The last two things listed here antibiotics and hydroxyurea. These are two drugs that are really important for long term management and hopefully preventing acute sickle cell crisis. The sickle cell trait makes people more prone to infection and remember stress and infection can cause a crisis so prophylactic antibiotics are used to help prevent this. Hydroxyurea is a newer drug that has been approved for use adolescent and adult patients with sickle cell anemia. Basically it increases the number of fetal hemoglobin in the body and fetal hemoglobin or HbF doesn’t sickle like normal hemoglobin does. So increasing fetal hemoglobin decreases the number of hemoglobin that can actually sickle! So be on the lookout for those meds during your clinicals.

Your priority nursing concepts for the pediatric patient with Sickle Cell Anemia are clotting, oxygenation and comfort.
Okay guys your key points for this lesson are: 1) Sickle Cell Anemia is a recessive hereditary disorder that causes misshapen red blood cells. These misshapen red blood cells can’t carry oxygen as well and can get stuck in small vessels. 2) When the cells get stressed and a crisis occurs the patient experiences pain and hypoxia. The pain mostly comes from the cells sticking together which is called a vaso occlusive crisis. 3) When this happens we treat with fluids, oxygen and pain medications! And 4) monitor the patient closely for complications like Acute Chest Syndrome or a stroke.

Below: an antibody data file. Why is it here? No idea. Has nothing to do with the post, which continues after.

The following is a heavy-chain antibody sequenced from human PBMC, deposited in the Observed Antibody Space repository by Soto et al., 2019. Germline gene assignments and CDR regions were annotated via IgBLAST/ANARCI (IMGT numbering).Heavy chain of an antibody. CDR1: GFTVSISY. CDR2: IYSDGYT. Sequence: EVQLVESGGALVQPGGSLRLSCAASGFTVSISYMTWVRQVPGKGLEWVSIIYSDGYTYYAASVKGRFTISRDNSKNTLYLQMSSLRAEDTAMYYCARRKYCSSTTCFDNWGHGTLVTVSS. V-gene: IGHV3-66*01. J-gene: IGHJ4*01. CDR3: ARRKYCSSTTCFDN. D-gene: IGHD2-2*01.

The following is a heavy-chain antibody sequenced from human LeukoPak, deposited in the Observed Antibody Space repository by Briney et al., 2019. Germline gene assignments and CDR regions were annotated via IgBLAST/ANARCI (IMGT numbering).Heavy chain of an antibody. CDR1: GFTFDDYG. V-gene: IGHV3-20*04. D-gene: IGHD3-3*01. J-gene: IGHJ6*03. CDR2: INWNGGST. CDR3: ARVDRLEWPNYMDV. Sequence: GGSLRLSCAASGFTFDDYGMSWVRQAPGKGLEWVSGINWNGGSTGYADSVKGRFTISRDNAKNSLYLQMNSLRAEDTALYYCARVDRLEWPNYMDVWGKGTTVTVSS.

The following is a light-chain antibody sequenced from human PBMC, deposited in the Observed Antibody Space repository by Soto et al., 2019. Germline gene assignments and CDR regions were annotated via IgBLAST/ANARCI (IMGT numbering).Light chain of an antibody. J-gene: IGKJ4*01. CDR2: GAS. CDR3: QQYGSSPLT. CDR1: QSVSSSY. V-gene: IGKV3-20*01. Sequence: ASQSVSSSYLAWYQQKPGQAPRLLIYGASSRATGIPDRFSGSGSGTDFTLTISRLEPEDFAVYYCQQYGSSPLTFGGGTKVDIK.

That’s it for our lesson on Sickle Cell Anemia. Make sure you check out all the resources attached to this lesson, especially the video on what it’s like to live with this disease! Now, go out and be your best self today. Happy Nursing!